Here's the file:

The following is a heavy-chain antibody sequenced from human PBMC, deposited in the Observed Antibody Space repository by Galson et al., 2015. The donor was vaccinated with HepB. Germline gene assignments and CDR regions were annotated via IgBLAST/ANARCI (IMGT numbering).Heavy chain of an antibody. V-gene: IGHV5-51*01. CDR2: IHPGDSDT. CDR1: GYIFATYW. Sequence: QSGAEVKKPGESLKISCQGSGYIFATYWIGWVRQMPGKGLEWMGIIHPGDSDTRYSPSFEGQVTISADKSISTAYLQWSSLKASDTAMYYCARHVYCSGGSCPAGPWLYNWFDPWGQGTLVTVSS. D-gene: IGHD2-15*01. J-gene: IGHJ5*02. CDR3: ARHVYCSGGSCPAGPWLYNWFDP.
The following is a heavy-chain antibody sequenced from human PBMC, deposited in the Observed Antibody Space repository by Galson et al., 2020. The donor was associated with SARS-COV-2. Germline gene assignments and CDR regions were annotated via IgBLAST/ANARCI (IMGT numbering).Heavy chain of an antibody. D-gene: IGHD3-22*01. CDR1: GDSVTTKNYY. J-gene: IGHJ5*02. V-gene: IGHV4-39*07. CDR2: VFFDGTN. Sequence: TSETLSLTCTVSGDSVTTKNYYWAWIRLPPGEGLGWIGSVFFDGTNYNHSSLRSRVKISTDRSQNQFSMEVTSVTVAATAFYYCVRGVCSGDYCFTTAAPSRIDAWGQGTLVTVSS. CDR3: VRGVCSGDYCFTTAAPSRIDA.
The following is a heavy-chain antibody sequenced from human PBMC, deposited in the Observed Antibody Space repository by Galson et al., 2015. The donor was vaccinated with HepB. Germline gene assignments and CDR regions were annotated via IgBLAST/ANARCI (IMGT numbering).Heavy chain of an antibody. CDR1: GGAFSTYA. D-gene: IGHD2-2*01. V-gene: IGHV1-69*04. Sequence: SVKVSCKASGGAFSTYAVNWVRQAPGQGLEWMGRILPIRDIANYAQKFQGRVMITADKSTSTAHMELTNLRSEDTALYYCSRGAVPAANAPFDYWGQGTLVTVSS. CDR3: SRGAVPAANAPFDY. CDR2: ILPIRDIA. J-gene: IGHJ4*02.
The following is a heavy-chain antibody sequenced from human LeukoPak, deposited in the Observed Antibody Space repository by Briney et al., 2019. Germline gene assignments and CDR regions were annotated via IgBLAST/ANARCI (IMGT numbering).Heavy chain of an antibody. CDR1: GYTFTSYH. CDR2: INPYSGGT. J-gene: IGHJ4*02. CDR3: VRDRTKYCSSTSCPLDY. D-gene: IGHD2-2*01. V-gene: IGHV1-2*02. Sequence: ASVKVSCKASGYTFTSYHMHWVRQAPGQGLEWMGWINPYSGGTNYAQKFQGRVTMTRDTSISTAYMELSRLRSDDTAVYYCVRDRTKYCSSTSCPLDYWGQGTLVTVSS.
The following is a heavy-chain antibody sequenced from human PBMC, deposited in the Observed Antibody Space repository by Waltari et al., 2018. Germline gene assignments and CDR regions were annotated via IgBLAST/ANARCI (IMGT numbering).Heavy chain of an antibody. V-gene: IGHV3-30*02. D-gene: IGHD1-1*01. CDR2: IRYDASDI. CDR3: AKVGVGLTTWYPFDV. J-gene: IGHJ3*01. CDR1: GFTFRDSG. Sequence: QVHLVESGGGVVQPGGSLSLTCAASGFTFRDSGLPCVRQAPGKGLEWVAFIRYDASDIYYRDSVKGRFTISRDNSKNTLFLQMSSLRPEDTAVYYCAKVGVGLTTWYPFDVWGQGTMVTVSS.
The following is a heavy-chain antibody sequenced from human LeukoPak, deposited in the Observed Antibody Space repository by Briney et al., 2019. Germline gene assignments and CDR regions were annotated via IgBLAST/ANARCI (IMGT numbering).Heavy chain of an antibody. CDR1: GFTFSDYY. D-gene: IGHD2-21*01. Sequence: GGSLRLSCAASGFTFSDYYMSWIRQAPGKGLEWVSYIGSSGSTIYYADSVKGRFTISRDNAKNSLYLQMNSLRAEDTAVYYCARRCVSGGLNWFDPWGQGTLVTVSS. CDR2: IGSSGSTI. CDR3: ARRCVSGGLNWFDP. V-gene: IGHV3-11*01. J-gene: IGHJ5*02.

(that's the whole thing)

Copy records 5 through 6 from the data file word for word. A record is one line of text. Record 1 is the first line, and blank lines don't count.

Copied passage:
The following is a heavy-chain antibody sequenced from human PBMC, deposited in the Observed Antibody Space repository by Waltari et al., 2018. Germline gene assignments and CDR regions were annotated via IgBLAST/ANARCI (IMGT numbering).Heavy chain of an antibody. V-gene: IGHV3-30*02. D-gene: IGHD1-1*01. CDR2: IRYDASDI. CDR3: AKVGVGLTTWYPFDV. J-gene: IGHJ3*01. CDR1: GFTFRDSG. Sequence: QVHLVESGGGVVQPGGSLSLTCAASGFTFRDSGLPCVRQAPGKGLEWVAFIRYDASDIYYRDSVKGRFTISRDNSKNTLFLQMSSLRPEDTAVYYCAKVGVGLTTWYPFDVWGQGTMVTVSS.
The following is a heavy-chain antibody sequenced from human LeukoPak, deposited in the Observed Antibody Space repository by Briney et al., 2019. Germline gene assignments and CDR regions were annotated via IgBLAST/ANARCI (IMGT numbering).Heavy chain of an antibody. CDR1: GFTFSDYY. D-gene: IGHD2-21*01. Sequence: GGSLRLSCAASGFTFSDYYMSWIRQAPGKGLEWVSYIGSSGSTIYYADSVKGRFTISRDNAKNSLYLQMNSLRAEDTAVYYCARRCVSGGLNWFDPWGQGTLVTVSS. CDR2: IGSSGSTI. CDR3: ARRCVSGGLNWFDP. V-gene: IGHV3-11*01. J-gene: IGHJ5*02.